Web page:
An intrepid tale springs up about McClellan involving the grand opening of the IRT’s first subway tunnel in October 27, 1904. Meant only go ceremonially start up the engine of the first train, McClellen requested that he would like to actually go ahead and drive the train all the way up to Harlem! (And Bloomberg brags that he only rides the train.) He deftly steered the new engine up to 103rd Street before handing over the controls.
To me, McClellan’s biggest contribution is valuable indeed — overseeing the construction of the Chelsea Piers (below), which allowed massive steamships to dock in the city, turning New York into a truly international port. By 1907, in fact, the Lusitania was already at dock here, although the terminal wasn’t officially completed until 1910.
Yet with all of these remarkable changes, the story which arises the most about McClellan involves his war against a technological threat — the rise of cinema.
By 1905, the city had dozens of ‘movie houses’, nickelodeons and amusement arcades where patrons could pay a penny to see the birth of the motion picture. A theater owned by Marcus Loews, quickly to become the biggest name in film exhibition, opened in New York in 1904; the city got its own production company, Biograph, in 1906.
This new moving pictures craze was sweeping the United States — two million patrons in 1907, according to the Saturday Evening Post — and like everything foreign and new, it was soon seen as a corrupting influence, ‘demoralizing’ children, a bastard offspring of vaudeville and burlesque.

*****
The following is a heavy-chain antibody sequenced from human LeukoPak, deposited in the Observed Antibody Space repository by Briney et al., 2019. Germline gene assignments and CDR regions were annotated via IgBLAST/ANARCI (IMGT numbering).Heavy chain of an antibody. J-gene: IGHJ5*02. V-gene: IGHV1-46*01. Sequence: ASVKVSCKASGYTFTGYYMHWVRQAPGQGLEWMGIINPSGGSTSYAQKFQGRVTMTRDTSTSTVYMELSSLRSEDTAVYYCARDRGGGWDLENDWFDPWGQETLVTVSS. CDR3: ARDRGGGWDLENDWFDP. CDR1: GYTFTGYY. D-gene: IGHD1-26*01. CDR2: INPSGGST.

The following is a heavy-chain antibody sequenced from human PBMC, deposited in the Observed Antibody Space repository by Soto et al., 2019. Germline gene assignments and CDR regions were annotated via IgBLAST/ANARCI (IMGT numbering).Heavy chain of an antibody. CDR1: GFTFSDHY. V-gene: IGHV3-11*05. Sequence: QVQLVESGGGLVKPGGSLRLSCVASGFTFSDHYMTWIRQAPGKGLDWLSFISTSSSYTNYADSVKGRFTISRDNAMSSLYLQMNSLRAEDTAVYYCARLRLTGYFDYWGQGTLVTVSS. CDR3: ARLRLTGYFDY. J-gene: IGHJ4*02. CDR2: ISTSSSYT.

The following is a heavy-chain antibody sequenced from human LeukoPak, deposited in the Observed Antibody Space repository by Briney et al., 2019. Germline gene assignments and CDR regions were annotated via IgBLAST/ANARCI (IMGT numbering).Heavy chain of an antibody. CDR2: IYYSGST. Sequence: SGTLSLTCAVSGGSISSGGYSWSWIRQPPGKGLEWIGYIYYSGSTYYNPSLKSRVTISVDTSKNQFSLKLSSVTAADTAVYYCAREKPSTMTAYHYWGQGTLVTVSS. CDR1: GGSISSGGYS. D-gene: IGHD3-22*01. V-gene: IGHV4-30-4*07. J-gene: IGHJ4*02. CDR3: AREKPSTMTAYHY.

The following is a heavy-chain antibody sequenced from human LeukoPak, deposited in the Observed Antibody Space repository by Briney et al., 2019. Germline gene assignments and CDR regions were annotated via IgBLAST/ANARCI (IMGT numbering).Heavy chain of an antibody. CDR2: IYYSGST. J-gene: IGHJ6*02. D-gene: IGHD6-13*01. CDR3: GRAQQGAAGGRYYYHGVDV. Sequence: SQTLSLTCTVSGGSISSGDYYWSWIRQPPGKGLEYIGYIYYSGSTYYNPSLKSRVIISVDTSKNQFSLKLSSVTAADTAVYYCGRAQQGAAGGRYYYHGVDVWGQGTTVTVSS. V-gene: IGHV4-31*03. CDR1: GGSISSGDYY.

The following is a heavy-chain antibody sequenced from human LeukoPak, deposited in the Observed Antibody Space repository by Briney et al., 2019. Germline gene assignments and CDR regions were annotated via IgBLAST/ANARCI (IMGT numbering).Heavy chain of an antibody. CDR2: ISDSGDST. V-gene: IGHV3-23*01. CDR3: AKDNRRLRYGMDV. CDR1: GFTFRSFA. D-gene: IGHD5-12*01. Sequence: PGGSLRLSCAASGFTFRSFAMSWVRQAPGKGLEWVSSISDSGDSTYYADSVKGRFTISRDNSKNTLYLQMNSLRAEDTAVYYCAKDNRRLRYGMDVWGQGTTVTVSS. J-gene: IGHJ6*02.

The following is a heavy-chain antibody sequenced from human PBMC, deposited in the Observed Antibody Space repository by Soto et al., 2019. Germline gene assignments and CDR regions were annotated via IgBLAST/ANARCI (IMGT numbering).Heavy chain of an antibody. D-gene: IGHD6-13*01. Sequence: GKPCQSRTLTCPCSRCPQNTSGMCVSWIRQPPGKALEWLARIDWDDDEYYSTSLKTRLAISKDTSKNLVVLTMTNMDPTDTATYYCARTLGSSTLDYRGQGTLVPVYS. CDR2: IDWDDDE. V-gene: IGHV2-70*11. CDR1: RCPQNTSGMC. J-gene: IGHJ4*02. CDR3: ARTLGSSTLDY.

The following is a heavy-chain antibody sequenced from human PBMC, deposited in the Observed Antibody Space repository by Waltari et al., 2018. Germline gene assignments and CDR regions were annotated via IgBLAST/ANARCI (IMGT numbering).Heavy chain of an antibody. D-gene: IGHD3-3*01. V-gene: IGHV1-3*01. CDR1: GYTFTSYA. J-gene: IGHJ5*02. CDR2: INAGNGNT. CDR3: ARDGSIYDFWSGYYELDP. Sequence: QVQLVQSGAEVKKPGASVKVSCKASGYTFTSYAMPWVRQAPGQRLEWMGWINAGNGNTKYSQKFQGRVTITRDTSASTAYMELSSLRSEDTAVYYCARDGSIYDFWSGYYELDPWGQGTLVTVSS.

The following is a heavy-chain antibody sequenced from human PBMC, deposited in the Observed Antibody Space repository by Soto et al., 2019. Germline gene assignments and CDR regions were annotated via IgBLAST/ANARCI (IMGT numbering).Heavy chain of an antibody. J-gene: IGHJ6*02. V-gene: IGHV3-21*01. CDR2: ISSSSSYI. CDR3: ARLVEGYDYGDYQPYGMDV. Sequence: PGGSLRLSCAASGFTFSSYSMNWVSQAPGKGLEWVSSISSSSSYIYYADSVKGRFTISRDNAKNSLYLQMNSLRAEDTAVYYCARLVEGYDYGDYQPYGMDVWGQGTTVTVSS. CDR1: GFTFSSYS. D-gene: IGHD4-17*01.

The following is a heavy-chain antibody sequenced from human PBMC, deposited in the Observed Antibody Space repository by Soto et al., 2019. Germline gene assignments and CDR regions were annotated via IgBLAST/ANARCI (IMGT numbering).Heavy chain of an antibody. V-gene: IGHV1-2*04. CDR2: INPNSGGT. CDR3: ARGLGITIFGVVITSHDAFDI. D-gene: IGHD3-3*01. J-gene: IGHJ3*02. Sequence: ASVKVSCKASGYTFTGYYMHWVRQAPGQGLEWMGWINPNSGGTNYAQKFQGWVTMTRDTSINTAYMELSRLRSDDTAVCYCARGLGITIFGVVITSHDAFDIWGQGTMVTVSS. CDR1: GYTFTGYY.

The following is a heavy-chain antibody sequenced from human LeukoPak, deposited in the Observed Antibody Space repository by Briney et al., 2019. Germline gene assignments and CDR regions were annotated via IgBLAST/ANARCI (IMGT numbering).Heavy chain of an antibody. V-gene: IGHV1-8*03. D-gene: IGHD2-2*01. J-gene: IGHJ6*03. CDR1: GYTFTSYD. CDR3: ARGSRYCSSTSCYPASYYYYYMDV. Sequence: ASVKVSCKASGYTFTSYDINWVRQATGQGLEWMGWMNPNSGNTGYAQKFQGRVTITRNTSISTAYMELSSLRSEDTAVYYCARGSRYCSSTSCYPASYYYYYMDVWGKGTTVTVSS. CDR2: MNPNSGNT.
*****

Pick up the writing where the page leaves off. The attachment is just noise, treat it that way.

Some accounts have McClellan ardently opposed to this new medium on those grounds. I prefer a more rational theory: by 1908, McClellan had his eye on a new job — president of Princeton University — and in order to get that, he had to be seen as sticking up for higher morals. (Something Tammany candidates aren’t exactly known for.)
Below: McClellan steps from a newfangled automobile onto the streets of Union Square in 1908 (pic courtesy Shorpy)
And so, on the technicality of being dangerous fire hazards, McClellan tore up the licenses of over 550 motion picture exhibitors — yes, that’s right, 550. (Nickelodeons were in music halls, taverns, even a few restaurants.) Most were not reinstated until the debut of New York’s Board of Censorship in 1909, a reviewing board which ended up not censoring much of anything. By the 1910s, movie makers and theatre owners were becoming too powerful to overrule.
By why was McClellan looking for a new job in the first place? In 1908, he was not long for the mayor’s office. Like blessed as Tammany Hall golden boys, McClellan got a conscious in his second term, hiring many non-Tammany employees and rooting out a mountain of Tammany related corruption in civic offices.
This turncoat did not please new Tammany boss Charlie Murphy, no it didn’t. In 1909, Tammany put up their new contestant, the colorful William J. Gaynor. (Incidentally, he also beat William Randolph Hearst, in his second and final unsuccessful run at the office.)
McClellan never became the president of Princeton, but he spent his remaining years teaching there until 1931, when he retired to the good life, writing books about his real passion — the history of Venice. He died in 1940 in Washington DC and was buried in Arlington Cemetery.
But clearly, it’s to New York that he belong.
Below: in this 1905 Harpers Weekly cartoon, McClellan is seen as a little boy holding the Tammany tiger, devouring the ‘fusion candidate’ (Seth Low). President Theodore Roosevelt peeks from the side. (He always did like wildlife.) Within three years, McClellan would be the devoured.
Garden of Murfiz = Tammany Boss Charlie Murphy